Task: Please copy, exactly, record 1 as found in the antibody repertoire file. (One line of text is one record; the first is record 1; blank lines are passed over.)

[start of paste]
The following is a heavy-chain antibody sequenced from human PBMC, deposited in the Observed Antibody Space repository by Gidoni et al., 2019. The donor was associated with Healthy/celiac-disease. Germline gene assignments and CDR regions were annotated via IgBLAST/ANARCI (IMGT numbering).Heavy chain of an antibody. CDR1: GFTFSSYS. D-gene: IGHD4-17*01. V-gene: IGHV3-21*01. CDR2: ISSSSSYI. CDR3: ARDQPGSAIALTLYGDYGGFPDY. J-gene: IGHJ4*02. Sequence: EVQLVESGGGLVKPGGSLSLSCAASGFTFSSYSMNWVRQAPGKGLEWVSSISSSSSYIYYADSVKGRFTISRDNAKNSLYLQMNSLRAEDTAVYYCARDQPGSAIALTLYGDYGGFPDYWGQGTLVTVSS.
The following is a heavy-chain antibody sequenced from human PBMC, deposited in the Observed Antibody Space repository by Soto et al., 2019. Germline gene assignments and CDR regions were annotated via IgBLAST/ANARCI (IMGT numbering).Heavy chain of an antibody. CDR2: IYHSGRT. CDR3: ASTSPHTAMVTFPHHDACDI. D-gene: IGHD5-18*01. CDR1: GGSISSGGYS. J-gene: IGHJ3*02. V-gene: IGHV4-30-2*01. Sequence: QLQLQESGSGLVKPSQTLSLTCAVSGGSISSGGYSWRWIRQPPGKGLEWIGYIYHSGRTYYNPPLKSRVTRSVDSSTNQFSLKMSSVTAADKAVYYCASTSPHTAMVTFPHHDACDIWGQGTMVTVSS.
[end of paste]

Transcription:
The following is a heavy-chain antibody sequenced from human PBMC, deposited in the Observed Antibody Space repository by Gidoni et al., 2019. The donor was associated with Healthy/celiac-disease. Germline gene assignments and CDR regions were annotated via IgBLAST/ANARCI (IMGT numbering).Heavy chain of an antibody. CDR1: GFTFSSYS. D-gene: IGHD4-17*01. V-gene: IGHV3-21*01. CDR2: ISSSSSYI. CDR3: ARDQPGSAIALTLYGDYGGFPDY. J-gene: IGHJ4*02. Sequence: EVQLVESGGGLVKPGGSLSLSCAASGFTFSSYSMNWVRQAPGKGLEWVSSISSSSSYIYYADSVKGRFTISRDNAKNSLYLQMNSLRAEDTAVYYCARDQPGSAIALTLYGDYGGFPDYWGQGTLVTVSS.